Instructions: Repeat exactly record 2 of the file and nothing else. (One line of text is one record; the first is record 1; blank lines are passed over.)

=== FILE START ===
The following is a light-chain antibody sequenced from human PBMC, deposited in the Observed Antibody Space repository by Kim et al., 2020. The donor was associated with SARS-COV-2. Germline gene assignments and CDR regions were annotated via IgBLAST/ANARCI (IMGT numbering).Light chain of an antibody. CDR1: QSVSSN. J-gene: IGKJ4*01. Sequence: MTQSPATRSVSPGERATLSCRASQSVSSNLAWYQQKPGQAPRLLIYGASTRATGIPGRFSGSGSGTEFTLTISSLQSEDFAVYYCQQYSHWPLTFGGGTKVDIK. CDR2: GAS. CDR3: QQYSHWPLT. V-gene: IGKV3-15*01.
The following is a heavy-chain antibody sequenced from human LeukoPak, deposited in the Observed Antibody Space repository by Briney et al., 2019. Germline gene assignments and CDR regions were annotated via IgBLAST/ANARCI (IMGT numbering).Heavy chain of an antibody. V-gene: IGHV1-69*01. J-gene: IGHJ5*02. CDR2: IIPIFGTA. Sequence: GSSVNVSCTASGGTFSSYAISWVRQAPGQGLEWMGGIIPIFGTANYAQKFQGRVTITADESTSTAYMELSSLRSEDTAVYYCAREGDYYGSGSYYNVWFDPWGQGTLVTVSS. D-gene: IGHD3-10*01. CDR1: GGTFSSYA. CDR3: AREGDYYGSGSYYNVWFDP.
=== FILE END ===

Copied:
The following is a heavy-chain antibody sequenced from human LeukoPak, deposited in the Observed Antibody Space repository by Briney et al., 2019. Germline gene assignments and CDR regions were annotated via IgBLAST/ANARCI (IMGT numbering).Heavy chain of an antibody. V-gene: IGHV1-69*01. J-gene: IGHJ5*02. CDR2: IIPIFGTA. Sequence: GSSVNVSCTASGGTFSSYAISWVRQAPGQGLEWMGGIIPIFGTANYAQKFQGRVTITADESTSTAYMELSSLRSEDTAVYYCAREGDYYGSGSYYNVWFDPWGQGTLVTVSS. D-gene: IGHD3-10*01. CDR1: GGTFSSYA. CDR3: AREGDYYGSGSYYNVWFDP.